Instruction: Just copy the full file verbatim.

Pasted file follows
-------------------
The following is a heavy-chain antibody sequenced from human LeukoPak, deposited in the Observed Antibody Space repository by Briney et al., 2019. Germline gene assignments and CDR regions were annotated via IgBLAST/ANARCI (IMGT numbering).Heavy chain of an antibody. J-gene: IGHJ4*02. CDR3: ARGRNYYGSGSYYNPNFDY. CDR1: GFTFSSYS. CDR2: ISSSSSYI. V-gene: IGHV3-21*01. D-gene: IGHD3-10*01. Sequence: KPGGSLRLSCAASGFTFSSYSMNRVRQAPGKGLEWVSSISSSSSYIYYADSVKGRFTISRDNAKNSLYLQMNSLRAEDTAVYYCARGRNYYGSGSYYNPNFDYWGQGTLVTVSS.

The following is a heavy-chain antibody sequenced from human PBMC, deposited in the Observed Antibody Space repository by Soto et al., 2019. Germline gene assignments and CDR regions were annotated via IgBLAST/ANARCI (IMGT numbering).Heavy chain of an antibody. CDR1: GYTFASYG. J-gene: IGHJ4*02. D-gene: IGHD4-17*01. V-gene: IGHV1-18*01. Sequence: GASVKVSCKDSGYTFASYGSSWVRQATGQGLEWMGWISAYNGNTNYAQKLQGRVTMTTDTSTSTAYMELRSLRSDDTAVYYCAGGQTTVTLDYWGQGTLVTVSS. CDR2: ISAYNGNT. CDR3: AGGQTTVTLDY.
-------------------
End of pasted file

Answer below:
The following is a heavy-chain antibody sequenced from human LeukoPak, deposited in the Observed Antibody Space repository by Briney et al., 2019. Germline gene assignments and CDR regions were annotated via IgBLAST/ANARCI (IMGT numbering).Heavy chain of an antibody. J-gene: IGHJ4*02. CDR3: ARGRNYYGSGSYYNPNFDY. CDR1: GFTFSSYS. CDR2: ISSSSSYI. V-gene: IGHV3-21*01. D-gene: IGHD3-10*01. Sequence: KPGGSLRLSCAASGFTFSSYSMNRVRQAPGKGLEWVSSISSSSSYIYYADSVKGRFTISRDNAKNSLYLQMNSLRAEDTAVYYCARGRNYYGSGSYYNPNFDYWGQGTLVTVSS.

The following is a heavy-chain antibody sequenced from human PBMC, deposited in the Observed Antibody Space repository by Soto et al., 2019. Germline gene assignments and CDR regions were annotated via IgBLAST/ANARCI (IMGT numbering).Heavy chain of an antibody. CDR1: GYTFASYG. J-gene: IGHJ4*02. D-gene: IGHD4-17*01. V-gene: IGHV1-18*01. Sequence: GASVKVSCKDSGYTFASYGSSWVRQATGQGLEWMGWISAYNGNTNYAQKLQGRVTMTTDTSTSTAYMELRSLRSDDTAVYYCAGGQTTVTLDYWGQGTLVTVSS. CDR2: ISAYNGNT. CDR3: AGGQTTVTLDY.